Arnold & Son has always given credit to a British-made clock from circa 1830 as the inspiration for the Arnold & Son Time Pyramid watch collection. In fact, many of Arnold & Son's contemporary pieces are inspired by vintage clocks and pocket watches. This is not a new thing in the watch industry, but what is unique is just how skillfully Arnold & Son's head of design and development Sebastien Chaulmontet consistently arranges these inspirations into classic yet modern looking timepieces for today.
Technically, the Eterna Caliber 39 is hugely impressive because – as you surely have heard from engineers before – it is incomparably more difficult to make something simple than complicated. The fact that such movement components can be replaced as a whole with such ease is an incredible achievement – something that many brands will surely appreciate.
If Patek Philippe deserves praise in any one major area it is clarity. While not universally true with all of their timepieces, Patek Philippe does have a wonderful track record when it comes to designing very easy to read dials. In fact, Patek Philippe makes it look almost easy, which is a further virtue given the diversity of the dials they produce. Patek Philippe is also a master at making very complicated or cluttered dials look balanced and attractive where everything is easy to see.
The Bremont Jaguar MKII sports a chronograph, courtesy of the BE-50AE movement, which is based on the ETA 7750. Unlike the three-hand version, the chronograph is COSC certified. Displaying the running seconds at 9, the 30-minute counter for the chronograph at 3, and the date at 6, the Bremont Jaguar MKII offers a very clean, legible and, dare I say, handsome dial. The dial has good contrast between the properly sized hands and the Jag-dashboard-inspired numerals printed between 8 and 4. What, from the images, appears to be a large cap securing the three central hands is an interesting design element and one that I look forward to seeing "in the metal."
Likewise, today, many tech pundits are complaining that smartwatches are an answer to a question no one was asking. I disagree. I feel that consumers have been wanting to wear technology and make technology a more personal part of their daily routines. Mobile phones have become indispensable for most people, but they still act like extra appendages that people don't know what to do with. Simply observe a crowd of people, and notice how many are awkwardly walking around with their phones in their hands versus in a pocket or bag. Communication technology is meant to be accessible all the time and reserved for occasional use. As we use connected devices for more and more purposes, the notion that they are supposed to sit waiting hidden away from view will becoming increasingly archaic. It's only logical that devices become something you wear - even if we need to take baby steps to get there.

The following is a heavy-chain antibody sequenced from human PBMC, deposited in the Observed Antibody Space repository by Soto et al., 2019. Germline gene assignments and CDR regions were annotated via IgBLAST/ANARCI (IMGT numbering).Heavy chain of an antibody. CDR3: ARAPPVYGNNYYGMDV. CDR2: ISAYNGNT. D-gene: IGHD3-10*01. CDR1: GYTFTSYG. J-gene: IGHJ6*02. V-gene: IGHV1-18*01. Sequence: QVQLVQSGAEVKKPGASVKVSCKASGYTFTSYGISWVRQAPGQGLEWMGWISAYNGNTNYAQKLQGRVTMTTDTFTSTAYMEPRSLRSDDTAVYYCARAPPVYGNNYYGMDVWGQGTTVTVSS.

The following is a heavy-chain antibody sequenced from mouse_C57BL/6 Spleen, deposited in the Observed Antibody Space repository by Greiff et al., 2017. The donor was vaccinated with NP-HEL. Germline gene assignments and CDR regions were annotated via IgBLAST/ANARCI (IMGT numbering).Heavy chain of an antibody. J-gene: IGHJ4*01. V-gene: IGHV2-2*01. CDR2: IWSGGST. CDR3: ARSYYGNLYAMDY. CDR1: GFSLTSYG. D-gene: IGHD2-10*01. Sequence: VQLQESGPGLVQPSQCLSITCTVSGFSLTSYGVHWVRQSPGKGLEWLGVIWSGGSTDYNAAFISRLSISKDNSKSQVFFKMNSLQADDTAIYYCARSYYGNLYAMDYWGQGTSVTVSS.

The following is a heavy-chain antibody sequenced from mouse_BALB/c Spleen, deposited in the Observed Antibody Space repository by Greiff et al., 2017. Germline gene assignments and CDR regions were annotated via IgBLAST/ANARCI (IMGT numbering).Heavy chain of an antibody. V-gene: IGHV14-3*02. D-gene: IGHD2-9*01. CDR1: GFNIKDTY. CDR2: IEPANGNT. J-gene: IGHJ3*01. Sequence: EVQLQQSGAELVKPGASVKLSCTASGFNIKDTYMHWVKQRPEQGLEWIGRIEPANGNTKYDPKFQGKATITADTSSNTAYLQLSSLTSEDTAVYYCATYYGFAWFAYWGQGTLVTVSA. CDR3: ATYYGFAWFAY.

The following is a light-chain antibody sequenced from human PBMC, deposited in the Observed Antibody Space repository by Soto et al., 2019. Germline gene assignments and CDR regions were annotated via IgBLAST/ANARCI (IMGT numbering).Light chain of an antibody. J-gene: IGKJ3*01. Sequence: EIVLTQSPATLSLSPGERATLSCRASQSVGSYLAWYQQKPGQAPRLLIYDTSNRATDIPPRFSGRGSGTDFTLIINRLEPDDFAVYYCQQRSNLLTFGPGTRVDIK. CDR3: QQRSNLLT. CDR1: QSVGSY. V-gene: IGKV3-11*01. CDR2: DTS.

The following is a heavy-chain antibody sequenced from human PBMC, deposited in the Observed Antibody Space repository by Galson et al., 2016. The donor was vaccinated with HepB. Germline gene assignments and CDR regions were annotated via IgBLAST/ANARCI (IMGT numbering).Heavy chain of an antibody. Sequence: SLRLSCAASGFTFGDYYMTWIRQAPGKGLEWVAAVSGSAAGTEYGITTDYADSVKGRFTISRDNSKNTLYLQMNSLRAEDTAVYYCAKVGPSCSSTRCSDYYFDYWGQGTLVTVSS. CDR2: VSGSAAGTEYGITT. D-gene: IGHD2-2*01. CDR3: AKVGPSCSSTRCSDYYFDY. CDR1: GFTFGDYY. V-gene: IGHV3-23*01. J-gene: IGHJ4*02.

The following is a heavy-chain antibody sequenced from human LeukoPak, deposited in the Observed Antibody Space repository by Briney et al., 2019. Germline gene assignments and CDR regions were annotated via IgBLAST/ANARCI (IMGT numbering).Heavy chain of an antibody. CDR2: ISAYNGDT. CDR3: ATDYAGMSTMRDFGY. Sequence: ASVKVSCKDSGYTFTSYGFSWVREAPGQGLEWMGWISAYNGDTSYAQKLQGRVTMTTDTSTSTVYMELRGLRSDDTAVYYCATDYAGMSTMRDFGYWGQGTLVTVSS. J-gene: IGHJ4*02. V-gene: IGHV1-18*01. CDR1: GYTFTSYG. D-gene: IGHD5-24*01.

The DUW 3001 is just 3.2 mm thick, making it one of the thinner mass produced and chronometer grade automatic movements in the world. To achieve this thinness and accuracy, Nomos had to reduce their usual manufacturing tolerances by up to 50%. The DUW 3001, which was designed by Theodor Prenzel, places as many of the parts as possible between the base plate and the three-quarter plate, including Nomos' Swing System.
A year ago, Jean-Claude Biver, who heads LVMH’s watch brands, dismissed smart watches, saying that they would not stand the test of time, and that the brands under his watch would not make one. And now, the man just recently announced that TAG Heuer would release a smart watch to go up against the Apple Watch.
The hour, minute, and sub-dial hands are nicely bevelled and rhodium plated, while the chrono-seconds hand is covered with matching blue lacquer. The sub-dial hands in particular are pleasantly substantial and their proportions marry well with those of the hour and minute hands. By using a transparent disc to carry many of the apparently "floating" dial elements, Hublot have created an optical illusion you might find in a classic mystery watch.
In front of me lay the vast stretches of the pacific ocean as our small dive boat chugged out of Hawaii Kai and into the open waters of Maunalua Bay. This is my first time in Hawaii and, as a diver trained in the cold and dark waters of Vancouver, I've been looking forward to my first tropical dive with no small amount of anticipation. In preparation for my Hawaii diving I've brought most of my core diving gear (happily left the dry suit at home) and an ideal watch, the Seiko Prospex Kinetic GMT SUN023 diver.
When the HM3 is on the wrist, the cones remain every bit as amazing as they were some seven years ago: it just never gets old how they work aesthetically when one moves one's hand around. The elevated cones and how they cover each other and the rest of the watch from some steeper viewing angles is a fascinating sight. Many brands out there put a lot of effort into creating dials that have a visible depth to them, and the reason for that is simple: flat, boring dials may look sleek and restrained in some instances, but more often than not, they tend to become boring after a while. By contrast, watches with depth to their dials and movements provide enough eye-candy to help the piece remain a visually interesting item to behold and appreciate – so what can we say about a watch with two cone-shaped titanium towers sticking out of it? To this day, it remains every bit as fascinating and unusual as it was when I first saw it – and just as showy and attention-grabbing as ever.